Often the only setup required is changing the bed opening (for different part thicknesses), and this can be done in a matter of seconds. Sometimes the setup requires changing an abrasive belt for a different finish, and this usually can be accomplished in less than three minutes. Occasionally an operator may need to change out a barrel brush, but this typically takes less than an 15 minutes.
In most cases, however, cut parts simply undergo deburring and then flow consistently to downstream processes. With the right type of machine and abrasives, automated deburring may seem almost invisible. It just works, with little fuss.
Some upfront work required to determine the proper configuration includes weighing all the factors—wet versus dry; number of heads; abrasive media type; part feed and abrasive rotation speed; the parts themselves, including size, material grade, and thickness; and the grain finish desired. At best, automated deburring makes a relatively inconsistent manual process much more predictable and reliable. Often this initially requires trials using several different options. Once that configuration is defined, however, operating an automated grinding machine is simple and cost-effective. For a fabricator’s primary cutting operation, this can be a very good thing.
You can drastically improve the efficiency by using our Profimach deburring machines compared with hand work.
How the machine holds the workpieces in place factors into the equation when choosing which abrasive belts and brushes to use. For instance, if small parts are conveyed on a conventional conveyor belt, abrasive heads may cause parts to slip, resulting in inadequate deburring or finishing action. The abrasive head may even pick up or throw the slipped part, potentially damaging the machine.
In many situations, the part length must be at least equal to the distance between the pinch rolls, so there is always at least one pinch roll holding the part against the conveyor belt. Part thickness plays a role here too. A part’s length or width should be large enough in relation to its thickness to prevent the part from tipping during the grinding process.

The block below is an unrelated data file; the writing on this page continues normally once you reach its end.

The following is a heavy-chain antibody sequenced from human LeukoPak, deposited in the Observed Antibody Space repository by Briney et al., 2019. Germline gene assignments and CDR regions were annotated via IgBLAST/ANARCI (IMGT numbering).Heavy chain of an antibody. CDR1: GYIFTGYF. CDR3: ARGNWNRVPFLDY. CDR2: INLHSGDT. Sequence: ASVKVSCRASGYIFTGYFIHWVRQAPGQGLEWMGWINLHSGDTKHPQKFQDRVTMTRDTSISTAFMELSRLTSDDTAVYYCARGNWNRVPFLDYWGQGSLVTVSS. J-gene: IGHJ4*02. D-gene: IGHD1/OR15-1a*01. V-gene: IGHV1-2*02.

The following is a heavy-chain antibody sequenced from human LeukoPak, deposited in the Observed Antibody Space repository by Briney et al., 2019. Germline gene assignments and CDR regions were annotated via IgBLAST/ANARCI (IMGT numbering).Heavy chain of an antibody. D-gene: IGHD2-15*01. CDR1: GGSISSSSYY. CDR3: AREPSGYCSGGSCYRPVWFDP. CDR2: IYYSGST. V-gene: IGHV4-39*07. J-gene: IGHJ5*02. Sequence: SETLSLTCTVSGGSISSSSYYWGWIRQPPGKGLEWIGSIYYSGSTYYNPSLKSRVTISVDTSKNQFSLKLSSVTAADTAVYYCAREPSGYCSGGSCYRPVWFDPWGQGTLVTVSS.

For parts shorter than the distance between the pinch rolls, there are some options. For deburring extremely small parts, processing a group tabbed into place in a skeleton can work well. Of course, breaking the tabs to remove the parts may leave small burrs or marks, which may require further manual grinding if they are severe enough. In some cases, fixtures can hold parts in place during deburring, though such fixtures must be designed for each part or part family.
A vacuum bed is another option. This is a conveyor belt with small holes and a blower. The blower draws air through the holes and the machine bed, creating enough vacuum pressure to keep small parts stationary during grinding. If a small part can be held with a magnet, some machines also may be fitted with a magnetic chuck. As another workholding alternative, a deburring system with a sticky conveyor belt may be able to hold small parts in place throughout the process. As always, the workholding method depends on the application.
Whether thick or thin parts, heavy or light burrs: We offer a suitable deburring machine for punched, laser or plasma, flame-cut parts. In order to offer you the optimal machine solution, we specifically focus on your parts and your edge processing requirements. Ultimately, we strive to provide you with the best and most consistent parts quality, while achieving low unit costs.